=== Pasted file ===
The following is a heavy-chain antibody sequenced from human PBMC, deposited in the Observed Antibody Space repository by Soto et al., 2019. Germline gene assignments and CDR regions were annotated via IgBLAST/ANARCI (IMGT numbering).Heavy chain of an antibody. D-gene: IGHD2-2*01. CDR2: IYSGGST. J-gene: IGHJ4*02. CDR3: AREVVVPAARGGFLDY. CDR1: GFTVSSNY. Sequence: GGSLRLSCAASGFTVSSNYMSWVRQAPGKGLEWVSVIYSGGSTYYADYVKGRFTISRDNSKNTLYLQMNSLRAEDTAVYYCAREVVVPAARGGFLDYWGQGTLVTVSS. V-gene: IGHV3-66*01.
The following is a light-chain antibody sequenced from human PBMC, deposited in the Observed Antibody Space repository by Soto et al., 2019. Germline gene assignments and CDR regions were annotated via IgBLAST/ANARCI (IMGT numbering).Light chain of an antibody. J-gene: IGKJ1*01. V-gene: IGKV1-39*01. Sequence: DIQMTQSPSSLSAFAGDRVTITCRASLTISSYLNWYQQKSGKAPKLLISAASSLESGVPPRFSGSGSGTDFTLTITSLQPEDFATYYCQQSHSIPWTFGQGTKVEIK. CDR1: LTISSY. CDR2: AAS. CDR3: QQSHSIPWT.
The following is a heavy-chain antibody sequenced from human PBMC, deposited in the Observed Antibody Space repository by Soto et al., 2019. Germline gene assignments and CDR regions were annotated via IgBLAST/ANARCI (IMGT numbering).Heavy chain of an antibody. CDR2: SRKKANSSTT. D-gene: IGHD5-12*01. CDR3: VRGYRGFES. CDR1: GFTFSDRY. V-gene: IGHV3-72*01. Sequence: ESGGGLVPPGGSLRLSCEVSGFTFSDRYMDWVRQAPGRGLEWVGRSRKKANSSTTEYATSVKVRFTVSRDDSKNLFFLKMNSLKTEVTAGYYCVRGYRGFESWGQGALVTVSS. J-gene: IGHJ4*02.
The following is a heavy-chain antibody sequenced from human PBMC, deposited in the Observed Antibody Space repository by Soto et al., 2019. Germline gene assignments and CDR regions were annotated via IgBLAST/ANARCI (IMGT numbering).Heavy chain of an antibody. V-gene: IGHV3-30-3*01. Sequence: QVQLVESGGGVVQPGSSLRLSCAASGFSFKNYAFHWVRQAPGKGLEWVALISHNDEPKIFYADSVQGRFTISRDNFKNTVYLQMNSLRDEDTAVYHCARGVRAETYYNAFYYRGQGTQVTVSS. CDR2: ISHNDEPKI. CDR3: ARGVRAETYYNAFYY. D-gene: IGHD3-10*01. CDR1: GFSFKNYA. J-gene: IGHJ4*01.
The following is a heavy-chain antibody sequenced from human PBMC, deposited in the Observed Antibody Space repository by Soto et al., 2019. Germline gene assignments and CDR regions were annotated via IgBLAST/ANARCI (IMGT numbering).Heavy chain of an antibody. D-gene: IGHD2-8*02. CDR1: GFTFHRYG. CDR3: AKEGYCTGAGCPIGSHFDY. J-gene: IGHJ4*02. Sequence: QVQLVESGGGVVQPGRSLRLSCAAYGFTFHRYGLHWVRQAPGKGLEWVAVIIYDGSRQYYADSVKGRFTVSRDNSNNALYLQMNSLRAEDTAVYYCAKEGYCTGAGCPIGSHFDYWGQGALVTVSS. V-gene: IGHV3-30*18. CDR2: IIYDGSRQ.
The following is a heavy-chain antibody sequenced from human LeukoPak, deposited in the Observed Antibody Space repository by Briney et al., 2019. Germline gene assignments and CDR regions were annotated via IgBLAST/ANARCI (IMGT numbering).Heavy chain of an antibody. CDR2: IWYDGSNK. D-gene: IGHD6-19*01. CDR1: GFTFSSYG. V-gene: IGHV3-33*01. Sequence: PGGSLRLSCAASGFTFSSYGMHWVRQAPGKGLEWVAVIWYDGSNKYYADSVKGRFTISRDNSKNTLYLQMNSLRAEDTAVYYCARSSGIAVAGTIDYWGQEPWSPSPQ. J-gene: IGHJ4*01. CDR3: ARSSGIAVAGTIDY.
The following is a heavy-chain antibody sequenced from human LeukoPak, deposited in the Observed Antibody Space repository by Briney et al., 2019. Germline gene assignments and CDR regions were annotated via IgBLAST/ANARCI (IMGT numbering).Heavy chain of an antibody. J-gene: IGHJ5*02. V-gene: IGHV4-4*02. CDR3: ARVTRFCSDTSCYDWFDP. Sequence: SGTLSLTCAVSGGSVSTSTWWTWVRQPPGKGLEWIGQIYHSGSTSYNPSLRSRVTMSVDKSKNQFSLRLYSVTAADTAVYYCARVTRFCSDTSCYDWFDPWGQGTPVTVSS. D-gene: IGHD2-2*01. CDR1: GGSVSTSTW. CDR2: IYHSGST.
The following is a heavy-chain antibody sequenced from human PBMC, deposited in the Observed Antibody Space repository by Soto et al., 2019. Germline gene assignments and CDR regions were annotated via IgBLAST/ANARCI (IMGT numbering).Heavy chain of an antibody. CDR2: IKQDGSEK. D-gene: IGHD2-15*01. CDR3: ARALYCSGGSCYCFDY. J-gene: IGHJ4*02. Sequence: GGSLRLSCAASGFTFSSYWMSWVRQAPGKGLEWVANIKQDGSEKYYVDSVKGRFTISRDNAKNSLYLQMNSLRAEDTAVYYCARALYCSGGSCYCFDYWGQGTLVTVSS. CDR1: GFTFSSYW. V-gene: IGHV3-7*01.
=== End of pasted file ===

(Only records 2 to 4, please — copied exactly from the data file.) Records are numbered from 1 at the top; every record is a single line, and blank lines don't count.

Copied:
The following is a light-chain antibody sequenced from human PBMC, deposited in the Observed Antibody Space repository by Soto et al., 2019. Germline gene assignments and CDR regions were annotated via IgBLAST/ANARCI (IMGT numbering).Light chain of an antibody. J-gene: IGKJ1*01. V-gene: IGKV1-39*01. Sequence: DIQMTQSPSSLSAFAGDRVTITCRASLTISSYLNWYQQKSGKAPKLLISAASSLESGVPPRFSGSGSGTDFTLTITSLQPEDFATYYCQQSHSIPWTFGQGTKVEIK. CDR1: LTISSY. CDR2: AAS. CDR3: QQSHSIPWT.
The following is a heavy-chain antibody sequenced from human PBMC, deposited in the Observed Antibody Space repository by Soto et al., 2019. Germline gene assignments and CDR regions were annotated via IgBLAST/ANARCI (IMGT numbering).Heavy chain of an antibody. CDR2: SRKKANSSTT. D-gene: IGHD5-12*01. CDR3: VRGYRGFES. CDR1: GFTFSDRY. V-gene: IGHV3-72*01. Sequence: ESGGGLVPPGGSLRLSCEVSGFTFSDRYMDWVRQAPGRGLEWVGRSRKKANSSTTEYATSVKVRFTVSRDDSKNLFFLKMNSLKTEVTAGYYCVRGYRGFESWGQGALVTVSS. J-gene: IGHJ4*02.
The following is a heavy-chain antibody sequenced from human PBMC, deposited in the Observed Antibody Space repository by Soto et al., 2019. Germline gene assignments and CDR regions were annotated via IgBLAST/ANARCI (IMGT numbering).Heavy chain of an antibody. V-gene: IGHV3-30-3*01. Sequence: QVQLVESGGGVVQPGSSLRLSCAASGFSFKNYAFHWVRQAPGKGLEWVALISHNDEPKIFYADSVQGRFTISRDNFKNTVYLQMNSLRDEDTAVYHCARGVRAETYYNAFYYRGQGTQVTVSS. CDR2: ISHNDEPKI. CDR3: ARGVRAETYYNAFYY. D-gene: IGHD3-10*01. CDR1: GFSFKNYA. J-gene: IGHJ4*01.